If you want to write for middle graders, you need to have a good sense of what they are able to do and how they think. Sometimes, we get this information through observing kids or by being a parent. But it’s worthwhile to take a little time to review what the experts say.
Here’s a quick quiz about development in 8-12-year-olds:
1. Which quality is typically more important to middle graders: a) fairness or b) conformity?
2. Who do middle graders tend to rely on for affection: a) family or b) friends?
3. What is more important to middle graders: a) developing specific skills or b) developing individuality?
While of course these are generalizations, the answers that reflect middle grade development are “a”. Some characteristics of child development for this age group that might affect your storyline:
1. Even though they are developing more relationships with friends and participating in more activities outside their families, kids in this age group still want support from their parents and families.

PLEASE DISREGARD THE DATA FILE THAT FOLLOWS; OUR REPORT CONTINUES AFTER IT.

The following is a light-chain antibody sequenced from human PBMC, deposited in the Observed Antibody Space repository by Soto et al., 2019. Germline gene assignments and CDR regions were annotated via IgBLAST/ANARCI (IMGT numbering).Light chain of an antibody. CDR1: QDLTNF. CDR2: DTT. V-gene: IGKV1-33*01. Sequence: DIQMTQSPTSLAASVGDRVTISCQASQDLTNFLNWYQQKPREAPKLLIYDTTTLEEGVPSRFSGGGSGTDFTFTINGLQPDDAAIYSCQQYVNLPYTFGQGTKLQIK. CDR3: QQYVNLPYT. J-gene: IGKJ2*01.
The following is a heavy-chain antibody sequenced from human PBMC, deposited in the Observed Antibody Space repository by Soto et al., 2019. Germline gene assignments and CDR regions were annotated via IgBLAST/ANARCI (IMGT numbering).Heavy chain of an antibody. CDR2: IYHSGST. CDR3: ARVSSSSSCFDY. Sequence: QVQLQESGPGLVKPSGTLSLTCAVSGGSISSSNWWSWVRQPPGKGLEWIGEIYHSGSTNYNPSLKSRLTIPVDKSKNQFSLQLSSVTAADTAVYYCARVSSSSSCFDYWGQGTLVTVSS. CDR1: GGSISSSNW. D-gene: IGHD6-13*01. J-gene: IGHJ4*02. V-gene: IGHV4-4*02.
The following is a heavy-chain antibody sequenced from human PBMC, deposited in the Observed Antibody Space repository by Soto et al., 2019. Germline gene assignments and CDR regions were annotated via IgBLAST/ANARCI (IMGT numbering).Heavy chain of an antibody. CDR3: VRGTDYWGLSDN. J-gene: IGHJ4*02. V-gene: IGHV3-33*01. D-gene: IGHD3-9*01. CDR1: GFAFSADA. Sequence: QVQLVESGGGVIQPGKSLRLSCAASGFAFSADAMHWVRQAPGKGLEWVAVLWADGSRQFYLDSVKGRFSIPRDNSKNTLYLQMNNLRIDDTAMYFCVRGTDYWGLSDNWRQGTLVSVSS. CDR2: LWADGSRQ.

2. They might show some attitude, but rules are still pretty important.
3. Middle graders might not have the same ability to reason and problem-solve that teens would in an argument, but they care a lot about how other people react.
4. Their world is expanding quickly and they are interested in “how’s” and “why’s” of the world.
5. Middle graders want to develop skills and become competent.
6. They are often interested in specific activities, e.g. sports, or creative hobbies.
Thinking about how children are developing intellectually, emotionally and socially can help a lot with writing reactions that fit your characters, or providing choices for your character that are in keeping with their age-level.
This info from the Public Health Agency of Canada on emotional reactions to stressful situations in children of different ages may be helpful material for creating character reactions.
For fun, check out what these 8- to 12-year olds say about living in NYC (but keep in mind this survey is a couple of years old, things may have changed).
YouthBeat is a source of info about marketing to youth that gives some interesting insights on this age group. For example, Through the Looking Glass: How Do We Really See Children Today?
How do you make sure your characters are acting in a way that is typical of their age group?